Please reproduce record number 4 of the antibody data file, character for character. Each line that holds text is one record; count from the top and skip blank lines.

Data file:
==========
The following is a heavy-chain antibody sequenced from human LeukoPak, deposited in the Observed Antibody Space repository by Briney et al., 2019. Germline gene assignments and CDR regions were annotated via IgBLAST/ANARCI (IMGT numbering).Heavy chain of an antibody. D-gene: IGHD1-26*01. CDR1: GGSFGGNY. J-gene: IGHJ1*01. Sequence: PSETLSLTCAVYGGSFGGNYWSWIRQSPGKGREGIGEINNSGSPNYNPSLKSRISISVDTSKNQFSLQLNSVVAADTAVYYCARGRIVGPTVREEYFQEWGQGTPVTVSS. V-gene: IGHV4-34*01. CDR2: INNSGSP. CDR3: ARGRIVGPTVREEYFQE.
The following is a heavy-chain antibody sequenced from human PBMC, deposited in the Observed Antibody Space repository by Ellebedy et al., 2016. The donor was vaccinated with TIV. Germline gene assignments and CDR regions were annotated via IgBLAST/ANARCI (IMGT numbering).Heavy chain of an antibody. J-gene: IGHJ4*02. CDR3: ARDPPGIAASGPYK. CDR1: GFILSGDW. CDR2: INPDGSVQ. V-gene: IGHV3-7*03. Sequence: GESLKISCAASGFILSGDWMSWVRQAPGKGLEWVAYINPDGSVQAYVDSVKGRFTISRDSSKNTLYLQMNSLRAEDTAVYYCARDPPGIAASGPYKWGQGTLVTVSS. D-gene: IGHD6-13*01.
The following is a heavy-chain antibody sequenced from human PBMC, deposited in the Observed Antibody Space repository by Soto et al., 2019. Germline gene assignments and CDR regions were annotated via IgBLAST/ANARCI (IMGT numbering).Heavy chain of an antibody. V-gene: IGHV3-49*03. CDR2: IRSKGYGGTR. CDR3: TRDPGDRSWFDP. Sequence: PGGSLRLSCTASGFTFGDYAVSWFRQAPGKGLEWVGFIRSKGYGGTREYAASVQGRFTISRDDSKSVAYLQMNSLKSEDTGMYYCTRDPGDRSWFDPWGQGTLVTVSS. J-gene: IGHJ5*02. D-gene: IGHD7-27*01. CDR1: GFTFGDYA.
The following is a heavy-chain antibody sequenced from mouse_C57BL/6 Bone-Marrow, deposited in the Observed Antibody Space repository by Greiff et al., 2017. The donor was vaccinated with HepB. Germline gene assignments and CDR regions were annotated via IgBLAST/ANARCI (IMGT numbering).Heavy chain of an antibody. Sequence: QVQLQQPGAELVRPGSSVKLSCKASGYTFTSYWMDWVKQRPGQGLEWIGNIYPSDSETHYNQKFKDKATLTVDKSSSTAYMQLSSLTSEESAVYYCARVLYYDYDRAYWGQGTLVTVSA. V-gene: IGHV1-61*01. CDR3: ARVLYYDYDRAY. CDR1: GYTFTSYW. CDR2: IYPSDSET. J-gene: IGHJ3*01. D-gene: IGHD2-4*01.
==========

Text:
The following is a heavy-chain antibody sequenced from mouse_C57BL/6 Bone-Marrow, deposited in the Observed Antibody Space repository by Greiff et al., 2017. The donor was vaccinated with HepB. Germline gene assignments and CDR regions were annotated via IgBLAST/ANARCI (IMGT numbering).Heavy chain of an antibody. Sequence: QVQLQQPGAELVRPGSSVKLSCKASGYTFTSYWMDWVKQRPGQGLEWIGNIYPSDSETHYNQKFKDKATLTVDKSSSTAYMQLSSLTSEESAVYYCARVLYYDYDRAYWGQGTLVTVSA. V-gene: IGHV1-61*01. CDR3: ARVLYYDYDRAY. CDR1: GYTFTSYW. CDR2: IYPSDSET. J-gene: IGHJ3*01. D-gene: IGHD2-4*01.